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The G-7 Summit on Nuclear Safety and Security : A Summit Primer
By Mark Hibbs

jeudi 10 avril 2003


PART II : Nuclear Security
PART I : Safety of Civil Nuclear Installations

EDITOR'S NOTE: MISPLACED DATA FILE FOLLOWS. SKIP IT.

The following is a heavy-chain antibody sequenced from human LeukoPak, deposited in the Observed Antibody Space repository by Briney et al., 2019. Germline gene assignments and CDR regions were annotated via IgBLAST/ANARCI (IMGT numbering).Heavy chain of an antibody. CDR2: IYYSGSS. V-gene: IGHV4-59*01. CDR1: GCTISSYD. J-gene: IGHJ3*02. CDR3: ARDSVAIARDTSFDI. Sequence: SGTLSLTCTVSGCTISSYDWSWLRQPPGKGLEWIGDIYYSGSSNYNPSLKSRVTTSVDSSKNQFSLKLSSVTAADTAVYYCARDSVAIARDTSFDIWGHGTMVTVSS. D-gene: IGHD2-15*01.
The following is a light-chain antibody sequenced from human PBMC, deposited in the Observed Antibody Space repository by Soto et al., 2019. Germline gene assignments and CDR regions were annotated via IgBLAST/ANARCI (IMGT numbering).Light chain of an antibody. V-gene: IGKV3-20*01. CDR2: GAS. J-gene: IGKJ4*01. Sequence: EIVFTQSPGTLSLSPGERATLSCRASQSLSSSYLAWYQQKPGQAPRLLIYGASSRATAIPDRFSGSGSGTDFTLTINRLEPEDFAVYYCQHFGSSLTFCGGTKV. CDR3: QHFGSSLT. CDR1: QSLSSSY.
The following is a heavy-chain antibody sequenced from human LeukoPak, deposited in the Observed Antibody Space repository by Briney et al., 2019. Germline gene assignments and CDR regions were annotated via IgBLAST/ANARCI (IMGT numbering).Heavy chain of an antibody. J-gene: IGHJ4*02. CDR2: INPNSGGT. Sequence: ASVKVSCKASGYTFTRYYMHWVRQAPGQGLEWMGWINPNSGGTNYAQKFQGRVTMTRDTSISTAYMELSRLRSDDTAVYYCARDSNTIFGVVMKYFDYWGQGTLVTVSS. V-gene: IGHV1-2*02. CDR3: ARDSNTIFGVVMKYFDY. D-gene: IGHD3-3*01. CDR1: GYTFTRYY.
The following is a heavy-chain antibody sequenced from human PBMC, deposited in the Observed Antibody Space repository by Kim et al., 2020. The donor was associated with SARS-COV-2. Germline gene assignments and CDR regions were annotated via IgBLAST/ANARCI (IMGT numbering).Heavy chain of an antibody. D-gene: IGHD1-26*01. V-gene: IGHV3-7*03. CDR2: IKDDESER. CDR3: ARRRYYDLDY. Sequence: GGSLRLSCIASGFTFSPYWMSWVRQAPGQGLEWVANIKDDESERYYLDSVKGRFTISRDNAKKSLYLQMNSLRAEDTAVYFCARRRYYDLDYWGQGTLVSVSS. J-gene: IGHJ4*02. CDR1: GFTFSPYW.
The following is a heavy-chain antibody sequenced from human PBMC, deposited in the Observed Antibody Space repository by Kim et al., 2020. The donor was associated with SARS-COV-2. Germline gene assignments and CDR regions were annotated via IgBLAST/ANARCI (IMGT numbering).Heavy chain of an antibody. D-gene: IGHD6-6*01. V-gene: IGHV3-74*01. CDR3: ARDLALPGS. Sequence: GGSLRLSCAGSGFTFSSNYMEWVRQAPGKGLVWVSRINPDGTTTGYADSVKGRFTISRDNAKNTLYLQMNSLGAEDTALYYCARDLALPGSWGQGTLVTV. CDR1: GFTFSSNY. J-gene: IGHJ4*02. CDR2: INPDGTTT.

On April 19-20, leaders of the G-7 countries, Russia, Ukraine, and Belarus will meet in Moscow to review progress in nuclear power safety and the security of nuclear weapon materials in the former Soviet Union. This Summit Primer, prepared by Mark Hibbs, a nuclear investigative reporter with Nucleonics Week, provides an advance, issue-by-issue review of those items formally on the Summit agenda. Along with the G-7 agenda, meetings among the leaders in Moscow will include a number of broader discussions on nuclear-related issues. - {{Background and Agenda }} Last fall, G-7 leaders and Russian President Boris Yeltsin agreed to hold a nuclear summit conference in Moscow during the spring of 1996. The decision was made in anticipation of both the 10th anniversary of the 1986 explosion at the Chernobyl-4 nuclear reactor and the 1996 presidential elections in the Russian Federation, and amid growing concern about the security of nuclear inventories in the former Soviet Union (FSU). In addition, the G-7 group of advanced western industrial countries - Canada, France, Germany, Italy, Japan, the United Kingdom and the United States - had previously made a number of assurances that they would intensify nuclear cooperation with Russia. Prior to setting the conference agenda, the G-7 sought firm commitments from President Yeltsin that Russia would provide more information about its nuclear inventories to the G-7, would sign the international nuclear safety convention, and would assure G-7 members that they and their industries would not be subject to damage claims related to Western assistance to upgrade Soviet-design nuclear power plants. Russia agreed to take some of these steps, while also seeking both to reassure G-7 leaders it has not lost control of its nuclear weapons-related infrastructure. Russia also sought to create a platform to demonstrate that it had overcome safety deficiencies which led to the accident at Chernobyl. According to preparatory documents obtained in early March by Nucleonics Week from diplomatic sources, the agenda for the G-7 summit, to be held in Moscow on April 19-20, and chaired by Russian Federation President Boris Yeltsin and French President Jacques Chirac, will be divided into two halves. The first half will be subdivided into four topics, and the second half into three topics, as follows : - [PART I: Safety of Civil Nuclear Installations->article 126] -* A. Nuclear Safety -* B. Nuclear Liability -* C. Energy Sector Reform -* D. Nuclear Waste Management - [PART II: Nuclear Security ->art127] -* E. Illicit Trafficking -* F. Nuclear Materials Control and Accountancy -* G. Conversion of Weapons Material Each of the eight summit topics will be dealt with by a negotiating task force consisting of members of all delegations involved in the conference. The result of each negotiating group will be included in the final communique, which will serve as the formal record of the conference. The agenda was agreed to in late February. Before then, at least one G-7 government had reconsidered whether it should even attend the event, because of lack of agenda focus, the hidden but transparent summit goal of aiding the Yeltsin election campaign, and Russian opposition to certain topics proposed by G-7. While the G-7 preferred to concentrate upon nuclear materials security issues and the threat of loose nukes," Russia sought instead to steer the summit toward less-controversial issues of nuclear safety - a nd only for civil installations, preferring to bracket out any discussion of Russia's nuclear defense materials or facilities. In preparing the agenda, Russia blocked any discussion of its military nuclear facilities or programs, claiming that its national sovereignty would be at the disposition of the G-7 if these were discussed. G-7 "sherpas" - senior-level diplomats from each country who were responsible for the organization of the summit conference (the term denotes Himalayan cargo carries on mountaineering expeditions) - conceded early on that any inferences that Moscow could not control its nuclear inventories would be counterproductive to the "boost Yeltsin" aspect of the summit. Highlighting Russian nuclear material security problems would presumably play into the hands of Russian nationalists who will oppose Yeltsin during forthcoming elections. Also at an early stage of the planning, G-7 members proposed that Belarus and Ukraine, the two countries most traumatized by Chernobyl fallout, attend the summit. (Chernobyl is in Ukraine, only a few kilometers from the Belarus border). While the nuclear security side of the agenda might have prompted including Kazakhstan in the summit (it, like Ukraine and Belarus, is committed to putting all its nuclear infrastructure under international inspections and removing all nuclear warheads to Russia), G-7 officials did not do so, in part because the Russian side indicated at the outset it would try to limit the scope of the fissile material agenda. As it turned out, Ukraine and Belarus participation proved problematic enough. Russia, seeking to bolster its status as the equal partner of G-7 states ("G-7 plus one"), initially refused to allow Ukraine and Belarus to attend the summit on an equal basis with Russia, and sought to limit their participation only to discussions of nuclear safety issues directly related to the consequences of the Chernobyl accident. On this issue, however, the G-7 states prevailed, and all three FSU countries are expected to be involved in the entire conference agenda. It also became clear early in pre-summit discussions that, just as the status of Ukraine and Belarus at the meeting required definition, not all G-7 states would come to the summit as equals. Particularly on issues of nuclear materials security, the nuclear weapon state members-the U.S., Britain, and France-would enjoy greater access to Russian information than non-nuclear weapon states such as Germany, Japan, and Canada. Participation of non-nuclear weapons states would work to the diplomatic advantage of Russia (which could object that, for nonproliferation reasons, G-7 could not serve as a forum for discussion of sensitive nuclear defense activities), while making sure the text of the final communique would be of a general nature.